The Slade Lectures in Fine Art 2011

The Slade Lectures in Fine Art 2011
The Slade Lectures in Fine Art 2011

One of the world’s leading and most widely known historians of nineteenth- and twentieth-century European and American architecture will be giving the prestigious Slade Lectures in Fine Art this term, starting tonight.

Barry Bergdoll, Professor of Art History at Columbia University, is a Visiting Fellow of King’s College during his two-month stay in Cambridge.

Professor Bergdoll has spent his entire academic career at Columbia, apart from a two-year interlude in the 1970s when he took a BA degree at Cambridge as a member of King’s College.

Since 2007 he has been working as The Philip Johnson Chief Curator of Architecture and Design at the Museum of Modern Art in New York.

The title of his Cambridge Slade Lectures series is Out of Site, in Plain View: The Modernity of the Architecture Exhibition since 1750.

Architecture is at once the most public of arts and the hardest to bring into the spaces of the gallery.

Yet, since the mid-eighteenth century, diverse techniques of architectural display have been developed.

Far from being poor substitutes for the real experience of architecture as a spatial art in situ, these techniques have been integral to architecture’s stakes in evolving discourses of Modernity.

By the mid-nineteenth century they had created a space for public debate, an autonomous history of architecture, and the capacity to craft national and colonial identities.

By the twentieth century the culture of display had become a strategy not only of emerging avant-gardes but also of international cultural and economic politics, of commerce, and of globalization.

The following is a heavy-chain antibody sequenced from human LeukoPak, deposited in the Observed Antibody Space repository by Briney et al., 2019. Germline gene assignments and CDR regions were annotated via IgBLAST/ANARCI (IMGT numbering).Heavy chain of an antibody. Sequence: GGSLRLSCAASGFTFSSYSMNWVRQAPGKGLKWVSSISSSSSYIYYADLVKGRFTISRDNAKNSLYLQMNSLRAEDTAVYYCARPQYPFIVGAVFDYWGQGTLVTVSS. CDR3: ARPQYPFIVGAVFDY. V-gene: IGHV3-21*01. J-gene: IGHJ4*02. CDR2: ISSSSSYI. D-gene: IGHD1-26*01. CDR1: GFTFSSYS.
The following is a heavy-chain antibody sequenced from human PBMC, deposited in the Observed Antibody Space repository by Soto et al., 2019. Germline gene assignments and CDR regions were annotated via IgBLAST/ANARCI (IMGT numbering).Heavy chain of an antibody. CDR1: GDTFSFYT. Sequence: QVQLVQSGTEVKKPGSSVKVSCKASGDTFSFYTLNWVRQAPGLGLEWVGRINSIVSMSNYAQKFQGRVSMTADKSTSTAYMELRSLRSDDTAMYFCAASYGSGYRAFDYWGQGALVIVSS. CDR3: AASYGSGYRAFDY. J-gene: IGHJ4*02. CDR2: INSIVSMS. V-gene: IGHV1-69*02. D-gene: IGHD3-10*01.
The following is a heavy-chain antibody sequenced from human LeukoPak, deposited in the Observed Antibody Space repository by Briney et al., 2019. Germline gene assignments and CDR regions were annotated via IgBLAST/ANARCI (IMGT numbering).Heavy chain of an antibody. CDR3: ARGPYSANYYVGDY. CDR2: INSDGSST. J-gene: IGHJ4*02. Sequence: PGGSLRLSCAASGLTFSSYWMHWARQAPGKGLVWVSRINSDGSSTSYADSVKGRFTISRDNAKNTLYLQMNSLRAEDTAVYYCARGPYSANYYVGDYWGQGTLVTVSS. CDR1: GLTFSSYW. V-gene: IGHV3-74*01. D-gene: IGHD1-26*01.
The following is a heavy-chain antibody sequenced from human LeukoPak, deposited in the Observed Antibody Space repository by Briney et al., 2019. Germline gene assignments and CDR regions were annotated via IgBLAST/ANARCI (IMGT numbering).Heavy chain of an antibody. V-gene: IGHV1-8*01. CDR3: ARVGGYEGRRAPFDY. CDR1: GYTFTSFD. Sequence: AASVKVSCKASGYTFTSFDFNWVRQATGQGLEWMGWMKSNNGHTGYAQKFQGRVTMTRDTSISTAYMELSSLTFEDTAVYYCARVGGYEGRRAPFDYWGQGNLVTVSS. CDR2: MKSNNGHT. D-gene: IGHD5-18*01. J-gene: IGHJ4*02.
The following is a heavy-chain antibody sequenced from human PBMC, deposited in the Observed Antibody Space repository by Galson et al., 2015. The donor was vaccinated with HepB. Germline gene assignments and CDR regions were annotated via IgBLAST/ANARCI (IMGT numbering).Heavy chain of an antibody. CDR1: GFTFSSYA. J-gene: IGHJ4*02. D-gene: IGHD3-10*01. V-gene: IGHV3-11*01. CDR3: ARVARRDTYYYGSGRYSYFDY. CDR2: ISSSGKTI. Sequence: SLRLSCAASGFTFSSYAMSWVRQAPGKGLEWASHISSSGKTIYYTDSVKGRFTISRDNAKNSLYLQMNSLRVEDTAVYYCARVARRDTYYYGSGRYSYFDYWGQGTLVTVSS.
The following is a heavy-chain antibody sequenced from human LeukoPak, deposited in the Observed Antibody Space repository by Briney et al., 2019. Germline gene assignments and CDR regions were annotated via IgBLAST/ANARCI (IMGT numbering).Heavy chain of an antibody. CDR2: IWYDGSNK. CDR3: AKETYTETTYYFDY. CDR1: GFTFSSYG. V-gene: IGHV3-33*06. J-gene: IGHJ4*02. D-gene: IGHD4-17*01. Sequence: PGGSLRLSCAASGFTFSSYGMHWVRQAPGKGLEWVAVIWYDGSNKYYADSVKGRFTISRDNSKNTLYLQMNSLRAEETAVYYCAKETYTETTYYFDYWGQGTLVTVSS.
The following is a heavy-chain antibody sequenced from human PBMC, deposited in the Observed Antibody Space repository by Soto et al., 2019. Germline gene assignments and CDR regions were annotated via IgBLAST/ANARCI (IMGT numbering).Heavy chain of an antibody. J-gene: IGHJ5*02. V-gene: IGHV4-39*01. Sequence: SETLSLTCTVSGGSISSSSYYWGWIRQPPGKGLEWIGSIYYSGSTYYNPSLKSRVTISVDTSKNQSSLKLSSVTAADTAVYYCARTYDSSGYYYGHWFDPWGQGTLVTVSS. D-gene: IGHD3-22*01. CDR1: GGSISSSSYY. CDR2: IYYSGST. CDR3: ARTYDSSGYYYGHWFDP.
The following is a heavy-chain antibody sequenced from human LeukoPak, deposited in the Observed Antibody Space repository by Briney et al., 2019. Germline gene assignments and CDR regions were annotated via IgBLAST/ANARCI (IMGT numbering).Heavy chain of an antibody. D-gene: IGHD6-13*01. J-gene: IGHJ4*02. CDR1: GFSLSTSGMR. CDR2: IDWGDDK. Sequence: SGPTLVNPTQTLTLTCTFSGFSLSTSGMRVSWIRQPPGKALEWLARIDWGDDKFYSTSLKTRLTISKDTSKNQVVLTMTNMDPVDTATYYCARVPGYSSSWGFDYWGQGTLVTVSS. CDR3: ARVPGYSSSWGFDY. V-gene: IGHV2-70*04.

Professor Bergdoll explains: "Exhibitions and bienales of architecture have exploded in recent years even as the press is filled with stories of the decline of so-called media driven ’Starchitecture’.

"It seems a propitious and compelling time to consider the historical conditions and contemporary uses and value of displaying architecture for the wider public. Such a history has yet to be written.

"This is a first attempt to account for the nature of architectural modernism since the Enlightenment in relation to new tactics of display."

The sequence of the eight Slade Lectures evolves through time, even as each introduces a new capacity for architecture itself, made possible through the culture of architectural exhibition.

The lectures will take place throughout the Lent Term on Mondays at 5 pm in Room A, The Arts School, Bene’t Street, beginning tomight. Entry is free and all are welcome.

Tonight’s lecture will be introduced by the Vice-Chancellor, Professor Sir Leszek Borysiewicz.

Out of Site, in Plain View: The Modernity of the Architecture Exhibition since 1750

24 January

Framed and Hung: Architecture and the Public from the Academies to the French Revolution

31 January

In and Out of Time: Curating Architecture’s History, 1789 to 1889

7 February

Not at home: Nation and Empire from the World’s Fairs to the Open Air Museum, 1851 to 1936

14 February

Better Futures, Visible Networks: The Exhibition as a Site of Housing and Urban Reform and the Invention of the Avant Garde, 1890-1932

21 February

Conflicting Visions: Exhibitions as Cultural and Political Discourse from the International Style to the Kitchen Debates, 1932 to 1959

28 February

Good Neighbours: The Museum of Modern Art and Latin America, 1933-1955

7 March

Circulating Images: Architectural Display between Commerce and Persuasion, 1945-1989

14 March

Architecture and the Rise of the Event Economy: From Post-Modernism to Starchitecture, 1981 to 2011